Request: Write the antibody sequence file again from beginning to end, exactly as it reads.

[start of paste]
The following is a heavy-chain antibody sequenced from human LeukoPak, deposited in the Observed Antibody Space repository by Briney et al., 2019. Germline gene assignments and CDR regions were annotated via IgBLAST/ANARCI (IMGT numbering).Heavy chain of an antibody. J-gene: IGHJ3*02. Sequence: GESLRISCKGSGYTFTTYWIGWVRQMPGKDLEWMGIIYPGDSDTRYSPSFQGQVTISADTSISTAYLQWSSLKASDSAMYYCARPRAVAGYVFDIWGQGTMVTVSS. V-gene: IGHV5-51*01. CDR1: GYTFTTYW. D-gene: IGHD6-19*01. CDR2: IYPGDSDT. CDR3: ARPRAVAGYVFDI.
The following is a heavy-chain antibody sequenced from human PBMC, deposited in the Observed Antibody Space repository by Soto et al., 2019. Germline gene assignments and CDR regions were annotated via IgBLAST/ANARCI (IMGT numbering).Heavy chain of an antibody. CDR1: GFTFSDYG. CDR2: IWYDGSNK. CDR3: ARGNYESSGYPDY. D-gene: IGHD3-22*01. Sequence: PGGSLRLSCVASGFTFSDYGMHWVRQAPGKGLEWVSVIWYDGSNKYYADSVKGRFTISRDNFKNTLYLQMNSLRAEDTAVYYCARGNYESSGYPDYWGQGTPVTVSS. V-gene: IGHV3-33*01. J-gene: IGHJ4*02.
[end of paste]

The following is a heavy-chain antibody sequenced from human LeukoPak, deposited in the Observed Antibody Space repository by Briney et al., 2019. Germline gene assignments and CDR regions were annotated via IgBLAST/ANARCI (IMGT numbering).Heavy chain of an antibody. J-gene: IGHJ3*02. Sequence: GESLRISCKGSGYTFTTYWIGWVRQMPGKDLEWMGIIYPGDSDTRYSPSFQGQVTISADTSISTAYLQWSSLKASDSAMYYCARPRAVAGYVFDIWGQGTMVTVSS. V-gene: IGHV5-51*01. CDR1: GYTFTTYW. D-gene: IGHD6-19*01. CDR2: IYPGDSDT. CDR3: ARPRAVAGYVFDI.
The following is a heavy-chain antibody sequenced from human PBMC, deposited in the Observed Antibody Space repository by Soto et al., 2019. Germline gene assignments and CDR regions were annotated via IgBLAST/ANARCI (IMGT numbering).Heavy chain of an antibody. CDR1: GFTFSDYG. CDR2: IWYDGSNK. CDR3: ARGNYESSGYPDY. D-gene: IGHD3-22*01. Sequence: PGGSLRLSCVASGFTFSDYGMHWVRQAPGKGLEWVSVIWYDGSNKYYADSVKGRFTISRDNFKNTLYLQMNSLRAEDTAVYYCARGNYESSGYPDYWGQGTPVTVSS. V-gene: IGHV3-33*01. J-gene: IGHJ4*02.